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Imperfectly Perfect Green-Living

Growing up in a society whereby the environmental, social, and political impacts of climate change are so profound, my generation has been educated from a young age that action needs to be taken. From learning ‘the three Rs’ (Reduce, Reuse and Recycle) in primary school, to being challenged on the impacts of my own lifestyle choices as an adult, such as my diet or retail preferences, I have always been motivated to live a “sustainable lifestyle”, and subsequently, I have always been a perfectionist when trying to do so.

As I’ve grown up with social media, I have witnessed the rise in discussion surrounding sustainable living, and the change in perceptions of what it means to be green: sustainability is now often treated as a trendy aesthetic in the first world, with more and more focus on how we can improve our carbon footprint and leave the least amount of damage from our time on this planet. Whilst this is something that we should celebrate in our steps towards positive environmental change, it is important to recognise the pressures of living perfectly green in today’s society, when in reality living one hundred percent sustainably is not always a viable option.

There is a balance between living sustainably and living realistically. From my experience in raising awareness for the current environmental issues we face and opening discussions with other people from a variety of backgrounds and cultures, I have learnt the importance of communication from a local to a global scale in the fight towards environmental peace. We live in a world where often it feels like a battle for green living: environmental warriors with a passion so strong for the future of our planet, versus those who struggle to get by and survive on a daily basis, often feeling they have been neglected by society. There is a massive poverty issue not only within the United Kingdom, but also around the world, whereby social inequalities maintain the rich-poor divide. For example, how can we expect poachers in the third-world, who struggle every day, to see the inhumanity in their livelihoods on which their survival is dependent on, whilst those in the first world have easy access to education, healthcare, leisure and travel?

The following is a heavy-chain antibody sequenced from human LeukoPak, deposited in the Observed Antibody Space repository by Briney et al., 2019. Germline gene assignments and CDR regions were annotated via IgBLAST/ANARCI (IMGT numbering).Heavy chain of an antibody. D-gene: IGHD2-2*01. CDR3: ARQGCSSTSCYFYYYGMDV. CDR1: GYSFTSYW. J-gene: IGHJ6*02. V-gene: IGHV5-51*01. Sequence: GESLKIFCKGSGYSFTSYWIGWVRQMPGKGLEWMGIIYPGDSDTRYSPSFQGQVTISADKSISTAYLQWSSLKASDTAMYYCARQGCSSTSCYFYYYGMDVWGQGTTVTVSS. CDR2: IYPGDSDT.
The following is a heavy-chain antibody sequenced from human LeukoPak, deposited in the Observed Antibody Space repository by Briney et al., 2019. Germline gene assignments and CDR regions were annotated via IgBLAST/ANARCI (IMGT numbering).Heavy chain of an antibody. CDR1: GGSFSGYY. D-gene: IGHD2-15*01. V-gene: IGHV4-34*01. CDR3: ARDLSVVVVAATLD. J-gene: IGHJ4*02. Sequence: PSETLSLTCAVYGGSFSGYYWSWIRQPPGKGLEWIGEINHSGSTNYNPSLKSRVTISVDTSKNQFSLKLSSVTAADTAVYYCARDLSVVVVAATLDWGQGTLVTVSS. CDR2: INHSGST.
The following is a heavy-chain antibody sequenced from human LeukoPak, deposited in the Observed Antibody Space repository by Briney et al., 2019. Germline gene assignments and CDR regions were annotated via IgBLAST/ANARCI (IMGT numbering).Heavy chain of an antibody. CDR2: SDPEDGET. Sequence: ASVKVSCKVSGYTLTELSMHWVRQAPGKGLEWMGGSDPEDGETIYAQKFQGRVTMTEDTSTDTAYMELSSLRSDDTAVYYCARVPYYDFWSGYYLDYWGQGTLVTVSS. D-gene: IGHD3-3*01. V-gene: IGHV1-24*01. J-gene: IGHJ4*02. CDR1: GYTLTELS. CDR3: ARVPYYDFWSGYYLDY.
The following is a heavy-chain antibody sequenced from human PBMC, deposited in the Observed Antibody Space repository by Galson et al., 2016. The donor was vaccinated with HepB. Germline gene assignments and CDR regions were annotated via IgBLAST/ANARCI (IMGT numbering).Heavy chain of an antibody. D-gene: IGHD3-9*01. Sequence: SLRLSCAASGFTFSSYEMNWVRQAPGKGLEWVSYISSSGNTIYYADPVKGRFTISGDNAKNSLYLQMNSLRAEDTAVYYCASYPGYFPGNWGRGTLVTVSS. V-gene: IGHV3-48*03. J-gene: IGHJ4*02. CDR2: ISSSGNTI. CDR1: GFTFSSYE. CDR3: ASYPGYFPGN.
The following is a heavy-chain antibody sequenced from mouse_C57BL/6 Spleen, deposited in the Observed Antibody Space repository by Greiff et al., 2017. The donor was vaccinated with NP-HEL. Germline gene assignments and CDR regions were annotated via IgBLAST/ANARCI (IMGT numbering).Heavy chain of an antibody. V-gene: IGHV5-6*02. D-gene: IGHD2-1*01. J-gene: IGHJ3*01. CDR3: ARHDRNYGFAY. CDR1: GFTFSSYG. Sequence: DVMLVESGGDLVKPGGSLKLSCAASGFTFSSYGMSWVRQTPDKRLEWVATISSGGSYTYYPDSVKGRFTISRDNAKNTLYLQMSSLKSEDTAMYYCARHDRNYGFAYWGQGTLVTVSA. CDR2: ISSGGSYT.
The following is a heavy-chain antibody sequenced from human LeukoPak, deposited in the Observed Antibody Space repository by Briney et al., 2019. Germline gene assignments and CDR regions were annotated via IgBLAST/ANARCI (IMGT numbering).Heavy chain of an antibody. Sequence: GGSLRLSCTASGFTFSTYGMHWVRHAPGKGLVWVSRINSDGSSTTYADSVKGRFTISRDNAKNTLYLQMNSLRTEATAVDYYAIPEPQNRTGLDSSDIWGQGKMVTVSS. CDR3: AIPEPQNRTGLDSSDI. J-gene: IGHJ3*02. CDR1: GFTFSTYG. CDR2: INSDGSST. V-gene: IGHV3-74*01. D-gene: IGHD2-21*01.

We need to open these discussions in environmentalism and learn the importance of empathy when attempting to install positive change. We need to not only educate others, but also listen, in order to address the threats of global climate change whilst achieving peace amongst humanity. We need to stop passing judgment to others on the choices they make, and instead invite them to learn about the role they can play in accomplishing positive change for our planet. Ban Ki-moon once said “Saving our planet, lifting people out of poverty, advancing economic growth… these are one and the same fight. We must connect the dots between climate change, water scarcity, energy shortages, global health, food security and women’s empowerment. Solutions to one problem must be solutions for all.”

Whilst it is true that we are now in a climate emergency and there has never been a more important time for change, we will not truly be able to implement such change until we come together and address the biggest issues in our world as one. I urge you to recognise your importance in this ongoing fight for environmental peace, and to reward yourself for any stride you take – whether it’s reducing meat consumption, walking as your main form of travel, or even just taking the time out of your day to educate yourself on what is happening to our planet – any step in the right direction is important in our journey to sustainable living.

The truth is we do not need a small group of people living green perfectly, but everyone living green imperfectly.

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